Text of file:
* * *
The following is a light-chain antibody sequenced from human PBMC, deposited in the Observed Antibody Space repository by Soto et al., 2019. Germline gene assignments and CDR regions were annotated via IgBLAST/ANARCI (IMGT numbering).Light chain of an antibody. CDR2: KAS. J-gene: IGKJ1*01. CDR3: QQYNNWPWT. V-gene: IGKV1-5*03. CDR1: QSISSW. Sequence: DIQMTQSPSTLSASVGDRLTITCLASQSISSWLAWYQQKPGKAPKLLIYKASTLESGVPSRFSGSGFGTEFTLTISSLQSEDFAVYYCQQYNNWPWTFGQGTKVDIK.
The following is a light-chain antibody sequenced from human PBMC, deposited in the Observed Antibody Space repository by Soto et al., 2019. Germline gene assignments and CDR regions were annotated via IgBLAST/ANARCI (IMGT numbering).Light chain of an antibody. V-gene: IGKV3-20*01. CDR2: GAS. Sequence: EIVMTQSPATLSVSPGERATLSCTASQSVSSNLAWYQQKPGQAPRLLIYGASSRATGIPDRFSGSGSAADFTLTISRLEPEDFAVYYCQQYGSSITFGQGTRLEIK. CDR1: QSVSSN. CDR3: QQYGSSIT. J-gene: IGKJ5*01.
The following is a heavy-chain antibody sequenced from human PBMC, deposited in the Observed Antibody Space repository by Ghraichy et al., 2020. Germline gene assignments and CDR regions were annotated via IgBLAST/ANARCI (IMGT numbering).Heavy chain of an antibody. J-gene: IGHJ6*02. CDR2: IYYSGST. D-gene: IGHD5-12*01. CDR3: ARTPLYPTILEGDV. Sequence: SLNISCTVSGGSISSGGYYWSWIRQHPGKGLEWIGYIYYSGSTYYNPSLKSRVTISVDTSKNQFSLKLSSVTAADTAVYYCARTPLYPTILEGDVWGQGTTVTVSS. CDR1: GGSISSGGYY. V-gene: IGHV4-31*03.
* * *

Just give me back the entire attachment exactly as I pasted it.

The following is a light-chain antibody sequenced from human PBMC, deposited in the Observed Antibody Space repository by Soto et al., 2019. Germline gene assignments and CDR regions were annotated via IgBLAST/ANARCI (IMGT numbering).Light chain of an antibody. CDR2: KAS. J-gene: IGKJ1*01. CDR3: QQYNNWPWT. V-gene: IGKV1-5*03. CDR1: QSISSW. Sequence: DIQMTQSPSTLSASVGDRLTITCLASQSISSWLAWYQQKPGKAPKLLIYKASTLESGVPSRFSGSGFGTEFTLTISSLQSEDFAVYYCQQYNNWPWTFGQGTKVDIK.
The following is a light-chain antibody sequenced from human PBMC, deposited in the Observed Antibody Space repository by Soto et al., 2019. Germline gene assignments and CDR regions were annotated via IgBLAST/ANARCI (IMGT numbering).Light chain of an antibody. V-gene: IGKV3-20*01. CDR2: GAS. Sequence: EIVMTQSPATLSVSPGERATLSCTASQSVSSNLAWYQQKPGQAPRLLIYGASSRATGIPDRFSGSGSAADFTLTISRLEPEDFAVYYCQQYGSSITFGQGTRLEIK. CDR1: QSVSSN. CDR3: QQYGSSIT. J-gene: IGKJ5*01.
The following is a heavy-chain antibody sequenced from human PBMC, deposited in the Observed Antibody Space repository by Ghraichy et al., 2020. Germline gene assignments and CDR regions were annotated via IgBLAST/ANARCI (IMGT numbering).Heavy chain of an antibody. J-gene: IGHJ6*02. CDR2: IYYSGST. D-gene: IGHD5-12*01. CDR3: ARTPLYPTILEGDV. Sequence: SLNISCTVSGGSISSGGYYWSWIRQHPGKGLEWIGYIYYSGSTYYNPSLKSRVTISVDTSKNQFSLKLSSVTAADTAVYYCARTPLYPTILEGDVWGQGTTVTVSS. CDR1: GGSISSGGYY. V-gene: IGHV4-31*03.